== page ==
News for 6th January 2009 :: Credit Crunch brings crack down on shoplifters in Watford
WATFORD BUSINESS AGAINST CRIME is stepping up its efforts in
the run up
towards Christmas this year and has issued a stark warning to would-be shoplifters in the town: If you are caught, you could be banned from much of the town centre until Christmas 2009!
As the busiest shopping period of the year begins in earnest, there are a group of retailers determined not to fall prey to criminals who may operate in the town centre.
Watford Business Against Crime is a scheme that encourages its members to share information and intelligence with each other and with the police on individuals who come into the town centre intent on committing crime.
In conjunction with the police, Watford Business Against Crime
issues a ‘Top 12’
every three months to member shops. The ‘Top 12’ is the names and photos of
12 of the most prolific shoplifters in the area. This regularly updated list ensures
that staff know who to watch out for.
Prolific shoplifters or those who engage in threatening or anti-social behaviour can also now be banned for a year from all member shops – over 30 of the biggest and most popular shops in Watford (including John Lewis, Marks & Spencer, BHS, T J Hughes and Primark) - and the Harlequin Shopping Centre.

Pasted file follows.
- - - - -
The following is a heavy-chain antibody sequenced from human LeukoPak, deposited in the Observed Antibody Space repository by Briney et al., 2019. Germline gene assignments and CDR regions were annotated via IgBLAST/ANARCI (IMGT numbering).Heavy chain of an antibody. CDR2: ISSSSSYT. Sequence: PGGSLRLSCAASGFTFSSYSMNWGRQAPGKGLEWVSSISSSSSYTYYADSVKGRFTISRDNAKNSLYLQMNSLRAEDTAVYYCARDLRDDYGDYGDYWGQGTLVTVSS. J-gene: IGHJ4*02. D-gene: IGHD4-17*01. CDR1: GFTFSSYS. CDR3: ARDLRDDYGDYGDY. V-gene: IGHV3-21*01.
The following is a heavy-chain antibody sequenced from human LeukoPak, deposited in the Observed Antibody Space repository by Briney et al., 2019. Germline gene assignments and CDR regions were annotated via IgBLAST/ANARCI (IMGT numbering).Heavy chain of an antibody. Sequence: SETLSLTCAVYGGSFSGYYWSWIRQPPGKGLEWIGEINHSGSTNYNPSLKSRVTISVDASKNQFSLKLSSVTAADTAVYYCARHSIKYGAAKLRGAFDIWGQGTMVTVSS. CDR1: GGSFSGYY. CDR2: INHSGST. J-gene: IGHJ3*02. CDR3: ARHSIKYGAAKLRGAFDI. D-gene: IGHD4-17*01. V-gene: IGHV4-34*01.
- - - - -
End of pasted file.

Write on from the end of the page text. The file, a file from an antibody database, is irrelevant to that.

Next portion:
Once someone is banned, if they return and continue to shoplift at any time during their ban, the penalties they can expect will be much more severe than those they would normally get for shoplifting.
Pauline O’Brien, who manages Watford Business Against Crime said:
“This is the busiest and best time of the year for retailers and shoppers alike. We need to make sure that people who come to shop in Watford feel safe and able to go about their shopping without fear of mixing with criminals.
“What that means is that criminals may think they have got away with stealing goods from a store, but whilst they merrily make off with their ill gotten gains, they are being tracked every step of the way. And in all likelihood, before they leave the town centre, a police officer will appear to greet them and relieve them of their heavy shopping bags!”
“There is a perception that shoplifting is a victimless crime, but it isn’t. Someone has to pay for the losses incurred through shoplifting, and in the end, the people that pay are the rest of us through increased prices.
“Watford is generally a very safe place to shop, and members of Watford Business Against Crime are determined to keep it that way. The message to shoplifters is clear – Stay out of Watford or risk a ban and a criminal record.”